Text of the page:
Barbara Lorna Hudson

Barbara Lorna Hudson

Barbara Lorna Hudson studied languages at Newnham College Cambridge and then trained in social work. She was a psychiatric social worker for several years before becoming a social work lecturer. After retiring she took up fiction writing and completed the University of East Anglia Certificate in Creative Writing. She began with short stories e.g. Click to Click: Tales of Internet Dating, a Kindle e-book. Her first novel Timed Out (Driven Press, 2016) is about an older woman trying to turn her life around. Her second novel Makeover (Fantastic Books Publishing, 2019) features an Oxford don and a personal shopper.


Radmila May

Radmila May has had articles published in the literary and political journal Contemporary Review on subjects including Barbara Pym, the Yugoslav War Crimes Tribunal, and a survey of crime fiction set in Oxford (Murder Most Oxford). Recently she has been assisting in a new edition of her late husband Richard May’s book, Criminal Evidence. Her contribution to The Bodleian Murders was inspired by an Arvon Crime Writing course, while her contribution to The Midnight Press arose from an exercise for an Oxford University Department of Continuing Education writing class. She lived intermittently in Oxford since 1987 but now lives in Chiswick, London. She reviews crime fiction for the crime e-zine Mystery People and is actively involved in the Crime Writers Association.


Margaret Pelling

Margaret Pelling has lived in Oxford since she arrived in the city as a physics student in the nineteen sixties. Her two published contemporary novels are A Diamond in the Sky (Honno) and Work For Four Hands (Starborn Books). She has recently finished an historical novel, Trafalgar’s Other Admiral, which explores the experiences of the French commander-in-chief as a prisoner of war in Britain. Margaret came back to her first love, writing fiction, along a roundabout route involving research astrophysics and then the Civil Service, but after she began a novel (just for the hell of it) ‘Yes, Minister’ became ‘Goodbye, Minister’ and she took to writing full time.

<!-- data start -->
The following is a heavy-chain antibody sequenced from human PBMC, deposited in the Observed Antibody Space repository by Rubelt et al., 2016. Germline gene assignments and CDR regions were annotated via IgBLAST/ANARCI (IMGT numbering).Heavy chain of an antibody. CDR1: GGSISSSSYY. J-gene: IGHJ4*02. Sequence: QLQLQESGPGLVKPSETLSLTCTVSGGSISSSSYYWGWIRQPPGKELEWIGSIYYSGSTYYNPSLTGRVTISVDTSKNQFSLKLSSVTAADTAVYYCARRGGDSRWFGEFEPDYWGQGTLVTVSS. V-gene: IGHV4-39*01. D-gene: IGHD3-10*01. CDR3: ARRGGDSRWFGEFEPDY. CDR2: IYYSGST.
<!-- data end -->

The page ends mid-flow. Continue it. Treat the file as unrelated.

Heather Rosser

Heather Rosser’s writing career began with Jounalism and Educational writing.

Her first novel, In the Line of Duty, is based on her grandfather’s experiences as a seaplane pilot in the First World War. It was published in 2014 and short-listed for the RNA Joan Hessayon award in 2015.
Growing up in the Mandara Mountains of Nigeria was published in 2018. A sequal, Coming of Age in Botswana, will be published in 2021.


Sylvia Vetta

As a writer Sylvia Vetta is best known in the Oxfordshire area for the 18 years she was a freelance writer on The Oxford Times and other magazines especially for her popular Oxford Castaway series which gave her the opportunity to write the lives of 120 inspirational people from five continents – six if you count the time film producer Victor Glynn lived and worked in Australia . Her novels cross cultures and cross time but have impressive endorsements for their authenticity. Brushstrokes in Time set in China and California wouldn’t have been possible without the three years she spent researching and interviewing Qu Leilei ,a founder of the Stars Art Movement (Beijing 1979), It has been endorsed by China experts from Oxford ,Harvard and Frankfurt and the poet Jenny Lewis says it is ‘Utterly mesmerising and unforgettable and among my top ten historical novels.’

Sculpting the Elephant set in Oxford and India is close to her own life experience. Her Indian born partner Dr Atam Vetta’s PhD was in Quantitative Genetics. She learned from him that each one of us is unique. Her life has taught her that when you see your fellow human being as just that – a unique human being – and refrain from attaching labels you react with empathy. That is why she and one of her Oxford castaways Nancy Mudenyo Hunt have been able to write the novel Not so Black and White together. In her free time Sylvia was involved with overseas development projects and has been a library campaigner. That is why for every copy sold the charity Nancy founded ,The Nasio Trust, will donate £5 to enable a woman to have free numeracy and literacy classes.